performance-spacious, flexible, and with relatively decent acoustics.

The production is bare-bones-modern dress, with red armbands for the
English and blue for the French, olive sport coats for English
aristocrats, black suits for French, ordinary soldiers (incl. Fluellen
et al) in camouflage-pattern hunting outfits.

It's savagely cut-about 1 hr. 50 performance time, no intermission:
swift, lively, clear, generally well-spoken, with care for the verse.
But not much opportunity for sub-text: Henry (a very youthful Brian
Breth) is more passionate than usual-he throws his (female) Lord Scroop
to the ground and all but throttles him/her on the spot (Exeter's
reference to S. as H's bedfellow having been judiciously dropped)-a man
who commits himself wholly to an enterprise once his mind is made up.
He is clearly intended as a hero, though so much of the French scenes
are cut that the French actually emerge less ridiculous than usual.  In
place of subtlety there is swordplay-an egregiously extratextual fight
to the death between the Dauphin and Henry-and much running.  As
indicated, Breth is a little o'er-parted as Henry, but Allen Branstein
makes an effective Williams, John Lynch nicely differentiates Canterbury
from Nym, and Jay Kim does a good job with the bits and scraps of the
choruses the director, Tim Perfect, has left him.  Tonya Beckman is
touching as Dame Quickly and funny as Alice, and Erin Myers makes a
handsome, spirited Katherine.  The kids in the audience stayed alert
throughout, and while I'd have preferred a more complex approach this
one makes sense for an audience not familiar with the plays.

I have not yet seen the company's Midsummer Night's Dream, nor their
Eastern US premiere of Edward III, which opens next weekend.

Dave Evett

[3]-------------------------------------------------------------
From:           Lawrence Guntner <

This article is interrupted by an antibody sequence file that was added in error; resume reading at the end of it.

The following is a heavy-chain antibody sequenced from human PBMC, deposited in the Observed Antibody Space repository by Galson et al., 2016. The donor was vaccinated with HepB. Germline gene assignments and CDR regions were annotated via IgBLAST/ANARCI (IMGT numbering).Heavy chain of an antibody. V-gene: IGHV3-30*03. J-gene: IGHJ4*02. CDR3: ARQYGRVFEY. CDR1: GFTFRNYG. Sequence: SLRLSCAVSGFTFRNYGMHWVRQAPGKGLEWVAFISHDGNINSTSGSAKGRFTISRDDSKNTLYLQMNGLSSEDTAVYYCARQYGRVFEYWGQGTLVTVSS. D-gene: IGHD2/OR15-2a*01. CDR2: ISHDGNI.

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Date:           Monday, 14 Jun 1999 15:47:50 +0200
Subject: 10.0976 Cultural Interpretations of Shakespeare
Comment:        Re: SHK 10.0976 Cultural Interpretations of Shakespeare

>I'm working on a project and was wondering if anyone could help me out.
>I'm attempting to research how productions of the same play done in
>different nations grants a much different perspective to the observer.
>I have chosen the plays of Macbeth and King Lear and I hope to gain
>incite into these.  I was wondering if anyone knew of any papers that
>have been written concerning productions of these plays done in other
>countries beside the US and Great Britain.  Also if anyone knows of any
>good foreign productions of these plays that would be helpful as well.

David,

For twentieth century productions in Germany, I recommend two volumes
which came out last year:

Wilhelm Hortmann, SHAKESPEARE ON THE GERMAN STAGE, Vol. 2 (with a
chapter by Maik Hamburger on Shakespeare in East Germany) (Cambridge
University Press, 1998)

J. Lawrence Guntner / Andrew McLean, ed. REDEFINING
SHAKESPEARE:LITERARY  THEORY AND THEATER PRACTICE IN THE GERMAN
DEMOCRATIC REPUBLIC (Newark, NJ : U. of Delaware Press, 1998).

Both volumes read performances as expressions of cultural politics and
both contain many stills.

Sincerely,
Lawrence Guntner
Englisches Seminar
Technische Universit